Conversation: Chonda Pierce
Christian comedian Chonda Pierce has made millions of people laugh. Whether itÕs at one of her packed-out concert events or through a certified-gold DVD — or at the supermarket in the produce section — Pierce can tickle anybodyÕs funny bone.
But this modern-day Minnie Pearl has learned the hard way that life isnÕt always funny. Growing up in a home with a dysfunctional father and losing both of her sisters as a young adult left scars that are still with her today. In 2004 Pierce was diagnosed with clinical depression, spending months off the road trying to overcome the darkness that enveloped her.
Today sheÕs back. With a new DVD, A Piece of My Mind, and a new concert tour, sheÕs sharing her journey through depression with her fans and speaking out about the illness that threatened to steal her laughter. Pierce spoke recently with Assistant Editor Ashli OÕConnell.
tpe: Do you know what triggered this episode for you?
PIERCE: The mystery to me — and for a lot of people who find themselves depressed — is what did I do to bring this on? If I could pinpoint that, then I could try to undo it or fix it. But depression doesnÕt work that way. It is a chemical function in the brain. Serotonin is missing and so your brain is lying to you, telling you how bad life is.
I am 46 and head on into menopause and my doctor seems to think my body chemistry has done some flip-flops. That, and IÕve worked myself to a frazzle for the last six or seven years. We women are the worst at this — we call it multitasking and give ourselves a pat on the back for it, but weÕre really just wearing ourselves out.
tpe: Describe one of your darkest days.
PIERCE: I tell people to go get the darkest pair of sunglasses you can find and put them on for six weeks, and donÕt take them off. Then take the heaviest feather pillow you have and strap it on top of your head. Wear that heavy helmet — just heavy enough that you can function but where you just get so tired of holding your head up. That is a little bit of how it feels.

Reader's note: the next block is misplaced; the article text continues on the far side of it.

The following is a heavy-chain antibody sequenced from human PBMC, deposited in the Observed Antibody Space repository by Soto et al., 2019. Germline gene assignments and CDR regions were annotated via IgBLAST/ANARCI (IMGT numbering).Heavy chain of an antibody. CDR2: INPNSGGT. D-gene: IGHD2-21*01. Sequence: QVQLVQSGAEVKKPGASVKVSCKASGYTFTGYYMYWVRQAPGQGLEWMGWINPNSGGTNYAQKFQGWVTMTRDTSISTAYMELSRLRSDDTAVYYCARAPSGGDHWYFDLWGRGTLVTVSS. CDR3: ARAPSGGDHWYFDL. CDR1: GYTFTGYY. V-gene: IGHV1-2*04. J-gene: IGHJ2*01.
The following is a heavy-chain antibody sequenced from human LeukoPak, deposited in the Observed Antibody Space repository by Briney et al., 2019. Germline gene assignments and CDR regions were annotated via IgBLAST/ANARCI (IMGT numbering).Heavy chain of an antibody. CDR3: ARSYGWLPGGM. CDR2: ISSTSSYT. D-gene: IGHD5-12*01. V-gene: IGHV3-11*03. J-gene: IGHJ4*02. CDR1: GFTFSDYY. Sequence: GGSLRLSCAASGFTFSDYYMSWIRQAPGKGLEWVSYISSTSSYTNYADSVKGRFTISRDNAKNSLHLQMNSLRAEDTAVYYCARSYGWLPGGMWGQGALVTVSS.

There are some dark points even worse than that, where the lies are ringing in your ears that your family would be so much better off if they werenÕt having to put up with this. I canÕt say that I devised a plan to cause myself harm — but I did thoroughly believe the world would be better off without me.
tpe: Did you think your ministry was over?
PIERCE: Absolutely. I didnÕt think I could be any kind of encouragement to the body of Christ if my life didnÕt mimic that God is working. And when you have to laugh for a living and nothing feels funny, how do you do that?
Comedy is based on an emotion youÕre trying to evoke from a crowd, and when you canÕt tap into that feeling of joy and laughter then your career does pretty much feel like toast. Truth is, God IS working — itÕs just that His ways arenÕt our ways, remember?
tpe: Why is it important for you to share this
PIERCE: Depression is very prevalent, even in the church. I think Satan has tried to trip the church up with theological issues — denominations, eternal security, women praying in church — those things used to be huge issues.